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Want to Avoid Feeding Your Kids Pesticides That Can Harm Their Brains? Read This
By Alex Formuzis and Sonya Lunder
Last week the U.S. Environmental Protection Agency (EPA) Administrator Scott Pruitt stuck to his long-standing practice of ignoring science, disregarding data that shows the pesticide chlorpyrifos could harm kids' brains.
Instead of banning it as scheduled, Pruitt caved to pressure from pesticide lobbyists and allowed continued use of a chemical that studies by his agency's scientists and academic researchers have found to contaminate some fruits and vegetables at potentially unsafe levels.
In its annual tests for pesticide residues on conventionally grown fruits and vegetables, the U.S. Department of Agriculture found chlorpyrifos on a variety of produce, most of it imported. But just because Pruitt and President Trump want children to shut up and eat their pesticides doesn't mean they have to.
If you want to avoid feeding your family produce that may contain chlorpyrifos residue even after it has been thoroughly washed, choose organic versions for these fruits and vegetables:
- Imported peaches from Chile (20 percent of samples tested positive).
- Imported nectarines from Chile (13 percent of samples tested positive).
- Imported bell peppers from Mexico (22 percent of samples tested positive).
- Imported hot peppers from Mexico (15 percent samples tested positive).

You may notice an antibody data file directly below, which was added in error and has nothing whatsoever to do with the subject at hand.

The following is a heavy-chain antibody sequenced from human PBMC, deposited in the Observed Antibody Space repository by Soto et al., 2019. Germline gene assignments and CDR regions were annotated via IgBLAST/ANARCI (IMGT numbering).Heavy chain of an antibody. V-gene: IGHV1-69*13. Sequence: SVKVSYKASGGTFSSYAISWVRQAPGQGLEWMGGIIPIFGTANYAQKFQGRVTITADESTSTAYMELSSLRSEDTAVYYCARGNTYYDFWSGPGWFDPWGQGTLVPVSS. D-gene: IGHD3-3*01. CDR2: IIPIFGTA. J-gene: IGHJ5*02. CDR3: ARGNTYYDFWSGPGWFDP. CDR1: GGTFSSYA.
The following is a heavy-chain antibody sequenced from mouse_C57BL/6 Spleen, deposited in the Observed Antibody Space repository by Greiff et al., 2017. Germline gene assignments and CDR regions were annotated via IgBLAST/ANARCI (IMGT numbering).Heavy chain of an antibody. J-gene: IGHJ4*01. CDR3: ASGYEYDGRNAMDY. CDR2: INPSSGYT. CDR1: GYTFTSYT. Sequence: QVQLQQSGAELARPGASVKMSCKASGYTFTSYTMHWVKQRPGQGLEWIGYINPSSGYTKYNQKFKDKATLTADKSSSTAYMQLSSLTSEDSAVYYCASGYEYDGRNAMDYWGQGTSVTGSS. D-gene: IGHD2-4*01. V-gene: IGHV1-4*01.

- Domestic and imported cilantro (27 percent of samples tested positive).
According to the EPA, chlorpyrifos is applied to more than 30 percent of apples, asparagus, walnuts, onions, grapes, broccoli, cherries and cauliflower grown in the U.S. While residues of chlorpyrifos are rarely detected on these crops, farm workers and their families are regularly exposed. Chlorpyrifos can also contaminate drinking water.
EcoWatch Daily Newsletter
By Tara Lohan
The Santa Fe River starts high in the forests of New Mexico's Sangre de Cristo mountains and flows 46 miles to the Rio Grande. Along the way it plays important roles for wildlife, irrigation, recreation and other cultural uses, and provides 40 percent of the water supply for the city of Santa Fe's 85,000 residents.
By Julia Conley
Climate campaigners on Friday expressed hope that policymakers who are stalling on taking decisive climate action would reconsider their stance in light of new warnings from an unlikely source: two economists at J.P. Morgan Chase.
Tensions are continuing to rise in Canada over a controversial pipeline project as protesters enter their 12th day blockading railways, demonstrating on streets and highways, and paralyzing the nation's rail system